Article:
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Innovation + Job News

UC researchers innovate with lab-on-a-chip technology

A sensor chip developed by researchers at The University of Cincinnati is small enough to be covered by a matchbook. But this little device offers huge potential for making medical care faster, easier and less painful.

UC researchers Erin Haynes, DrPH, and Ian Papautsky, PhD, are in the early stages of testing a sensor that can measure the level of manganese, a potentially toxic metal, in a blood sample. Excessive manganese exposure can cause a range of symptoms, including behavioral changes, balance problems and nervous system damage. Haynes, an environmental medicine researcher, initially began studying manganese exposure after she was contacted by residents of Marietta, Ohio, who worried that a manganese processing facility in that city was releasing dangerous amounts of the metal into the air.

Haynes says that current testing practices, which involve periodic blood testing among participants, can take up to six months or more as her team collects a batch of samples, ships them to a lab, and then waits for results.

"Families are anxious," Haynes says. "They want to know the results immediately or in a short amount of time."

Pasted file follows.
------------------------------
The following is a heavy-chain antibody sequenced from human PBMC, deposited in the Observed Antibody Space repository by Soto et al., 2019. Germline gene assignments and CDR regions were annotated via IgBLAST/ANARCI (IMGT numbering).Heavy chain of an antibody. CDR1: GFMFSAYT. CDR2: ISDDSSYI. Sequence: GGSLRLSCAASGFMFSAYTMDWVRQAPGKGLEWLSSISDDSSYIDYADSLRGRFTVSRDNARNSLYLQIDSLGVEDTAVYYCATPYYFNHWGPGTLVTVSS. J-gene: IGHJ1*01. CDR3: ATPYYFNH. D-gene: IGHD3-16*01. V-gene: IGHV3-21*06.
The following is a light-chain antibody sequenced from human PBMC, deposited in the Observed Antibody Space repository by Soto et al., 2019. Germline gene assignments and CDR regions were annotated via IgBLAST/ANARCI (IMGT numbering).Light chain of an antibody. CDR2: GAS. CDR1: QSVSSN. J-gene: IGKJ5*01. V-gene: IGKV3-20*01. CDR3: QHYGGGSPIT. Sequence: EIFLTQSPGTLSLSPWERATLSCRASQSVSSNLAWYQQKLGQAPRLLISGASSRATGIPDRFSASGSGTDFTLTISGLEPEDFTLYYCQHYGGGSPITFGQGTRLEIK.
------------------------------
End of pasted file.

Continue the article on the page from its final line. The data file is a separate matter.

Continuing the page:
Haynes says she approached Papautsky with the idea of developing a so-called lab-on-a-chip: a single-use device that could quickly test a small blood sample for manganese and provide a near-instant result.

Papautsky says this type of point-of-care testing is a hot topic in biomedical engineering. And the subject at hand presented a unique challenge, he says.

"It turns out manganese is very challenging to detect in an electrochemical approach," he says.

The researchers' prototype chip uses an electrical current to pull manganese out of the blood sample, and measures how much energy it takes to do that - the amount of energy required correlates to the amount of manganese in the sample. The electrodes normally used in this kind of device are often made from mercury, but the team found that making the electrodes out of less-toxic bismuth produced a more sensitive sensor, and one that's more environmentally friendly.

Papautsky says the chip is still in the early phases of lab testing - it has shown promise detecting manganese in blood serum, and his team hopes to test it using whole blood in the near future. It could be several years before a consumer-ready version of the chip can be deployed to Marietta, thanks to the long process of verification and testing that goes into ensuring any medical device is ready for use.

But both Papautsky and Haynes are excited about the chip's potential. Its high sensitivity could trickle down into making other tests, such as that for lead exposure, more effective. But patients young and old may better appreciate another fact: the lab-on-a-chip could one day conduct a range of front-line lab tests with only a finger-prick's worth of blood, rather than the vials required today.

"These type of systems are changing the way medicine is practiced and can be delivered," Papautsky says.

By Matt Cunningham

Follow Matt on Twitter @cunningcontent

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